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Exact trig. values

  1. Jan 10, 2009 #1


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    Most would have memorized the exact trigonometric values for those special angles (30o,45o,60o), but these angles are only special due to the convenience of the geometry of the isosceles triangle. If I were asked to find the value of, say, cos30o without use of these triangles, I would be out of luck doing so.
    With some study in complex numbers, our class was able to find the trig values for 15o and 75o by a method other than sin(A+B) ~ cos(A+B).
    So now we know all the trig values for angles that are multiples of 15o, which I see as being a large restriction.

    Eventually, by some unconventional way using complex polynomials, we found the trig values to 50o. This was a great breakthrough for us, but it is seemingly impossible to try and apply the same method to find other obscure angles.

    Is it possible to endeavour in finding the trig values (mostly sine and cosine) for any angles?
  2. jcsd
  3. Jan 10, 2009 #2


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    let t stand for the computation of any trig function
    I use radians
    What is t(5pi/18)?
    You know t(pi/12)
    the other main easy one is t(pi/10)
    with the difference formula one then know how to handle t(pi/60) and also all multiples of pi/60
    t(pi/2^n) n=1,2,3,... is trivial by repeated use of half angle formula
    it is a trivial fact that t(r*pi) is algebraic when r is rational
    thus we can compute t when we can solve the polynomial
    if we can solve cubics we know t(x/3) when we know t(x)
    now comes the question of which polynomails we can solve, which depends on which tools we can use
    we can use Galois theory to know how powerful particular tools are
    classically we restrict our tools to solution by radical ie /*-+ and roots
    thus we cannot solve the general quintic though we can reduce to
    x^5+ax+b=0 so if we can solve that (bring radical) we can solve the quintic
    on the other hand if we do not allow complex numbers we cannot do t(pi/9) or t(pi/180)
    it is a matter of which functions we allow in our expansion and a question of what we want to do with our exact expressions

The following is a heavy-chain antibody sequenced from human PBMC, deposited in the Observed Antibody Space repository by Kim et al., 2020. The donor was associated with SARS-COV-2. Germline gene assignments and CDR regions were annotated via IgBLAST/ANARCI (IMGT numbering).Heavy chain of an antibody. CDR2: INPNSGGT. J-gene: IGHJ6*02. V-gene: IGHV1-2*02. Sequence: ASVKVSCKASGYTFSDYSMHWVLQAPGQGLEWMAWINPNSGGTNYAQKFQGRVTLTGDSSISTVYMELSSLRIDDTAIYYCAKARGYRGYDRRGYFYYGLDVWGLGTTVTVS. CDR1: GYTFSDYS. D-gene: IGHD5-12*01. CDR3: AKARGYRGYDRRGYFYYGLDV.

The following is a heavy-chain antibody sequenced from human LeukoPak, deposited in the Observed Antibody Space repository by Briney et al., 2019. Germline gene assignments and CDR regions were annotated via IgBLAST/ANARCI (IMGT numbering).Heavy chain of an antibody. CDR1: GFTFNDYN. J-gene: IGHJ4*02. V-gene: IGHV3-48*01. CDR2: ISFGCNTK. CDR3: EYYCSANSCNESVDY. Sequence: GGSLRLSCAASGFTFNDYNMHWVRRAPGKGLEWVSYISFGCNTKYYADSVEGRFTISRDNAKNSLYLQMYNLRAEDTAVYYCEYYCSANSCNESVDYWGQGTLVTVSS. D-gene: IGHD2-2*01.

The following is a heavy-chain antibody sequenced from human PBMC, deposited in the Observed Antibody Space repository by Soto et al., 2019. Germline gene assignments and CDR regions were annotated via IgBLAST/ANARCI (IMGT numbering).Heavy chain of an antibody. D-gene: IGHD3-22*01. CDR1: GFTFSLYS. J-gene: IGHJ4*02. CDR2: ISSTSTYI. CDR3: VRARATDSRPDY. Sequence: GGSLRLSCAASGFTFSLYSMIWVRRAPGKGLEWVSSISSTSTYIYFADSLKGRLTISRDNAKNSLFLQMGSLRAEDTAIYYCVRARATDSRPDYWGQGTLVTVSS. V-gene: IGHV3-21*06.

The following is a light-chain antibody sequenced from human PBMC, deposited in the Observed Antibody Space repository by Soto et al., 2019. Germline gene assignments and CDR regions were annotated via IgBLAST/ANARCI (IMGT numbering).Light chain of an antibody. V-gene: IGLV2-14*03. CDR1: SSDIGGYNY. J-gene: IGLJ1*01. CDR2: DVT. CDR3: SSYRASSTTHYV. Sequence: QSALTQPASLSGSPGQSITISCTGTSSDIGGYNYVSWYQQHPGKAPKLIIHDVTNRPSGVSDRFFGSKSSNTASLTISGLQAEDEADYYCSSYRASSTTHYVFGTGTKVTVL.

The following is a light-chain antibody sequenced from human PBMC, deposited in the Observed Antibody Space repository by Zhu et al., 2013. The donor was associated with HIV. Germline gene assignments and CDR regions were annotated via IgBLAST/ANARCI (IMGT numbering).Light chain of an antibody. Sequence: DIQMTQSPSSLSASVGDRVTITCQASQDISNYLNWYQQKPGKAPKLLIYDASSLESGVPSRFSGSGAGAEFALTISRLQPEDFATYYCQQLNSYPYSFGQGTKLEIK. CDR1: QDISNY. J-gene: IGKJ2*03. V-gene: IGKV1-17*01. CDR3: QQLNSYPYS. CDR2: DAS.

Also we do not need triangles we can compute with algebra, though one could argue that they are the same in some sense or that triangles give more insight.
    right angles help
  4. Jan 10, 2009 #3
    The simple answer is that with geometry we can compute every angle's cosine and sine, the work is messy, but it's possible.
  5. Jan 10, 2009 #4


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    If you mean "exact" values in terms of radicals, no that is not true. We can, with a lot of work, find exact values for rational multiples of [itex]\pi[/itex] but not for irrational multiples.
  6. Jan 10, 2009 #5
    The proof of this is in algebra correct, Halls?

    Can you prove this within the framework of euclidean geometry?
  7. Jan 10, 2009 #6


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    So we are now restricted to which polynomials we can solve with Galois' theorem. Rather than taking any real polynomial and expressing its roots in terms of trigonometric values...

    Yes in terms of radicals. Does this include all rational multiples of [itex]\pi[/itex] or only a select few which is what I have been able to find so far on the net? I would like to know what this hard work involves (of course I don't expect these values to handed out on a platter).

    Hopefully it can also be done with algebra? :biggrin:
  8. Jan 10, 2009 #7

    Ben Niehoff

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    It is possible to find an exact expression, in radicals, for the sine of 1 degree.

    Not every rational multiple of [itex]\pi[/itex] can be worked out, because the degree of the polynomial equation becomes too high.
  9. Jan 10, 2009 #8
    You might be interested in this wikipedia article on constructing polygons which is reduced to computing the exact value of [itex]\cos{\frac{2 \pi}{n}}[/itex] to construct an n-gon.
  10. Jan 11, 2009 #9


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    The nice link of qntty's show we need the denominator of the form
    where i=0,1,2,...
    to use only square roots
    if higher roots are allowed we can handle all r*pi when r is rational

    in particular and unhelpfully

    since (-1)^r=exp(r*log(-1))=exp(r*pi*i)

    of course most people would not consider that satisfatory and would proceed to do horrible algebra until the answer looked impressive

    You hint at the inverse problem of finding the polinomials that can be solved with trig.
    If I recall correctly a real cubic with positive discriminant has 3 real roots and can be solved with cosine ie
    x^3+px+q=0 has solutions
    where t=(1/3)arccos(.5q(-3/p)^-1.5)

    The hard work involves tedious algebra
    Last edited: Jan 11, 2009
  11. Jan 12, 2009 #10


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    Thank you lurflurf, that cleared up a lot. I especially like the fact that the cosines correspond exactly with the cubics we solved :smile:
    Ben Niehoff, I was curious what you meant by:
    and luckily enough, one of the links presented in this topic explain what you meant by it. While very small, rational angles, less than a degree even have exact values, some of the larger angles don't.
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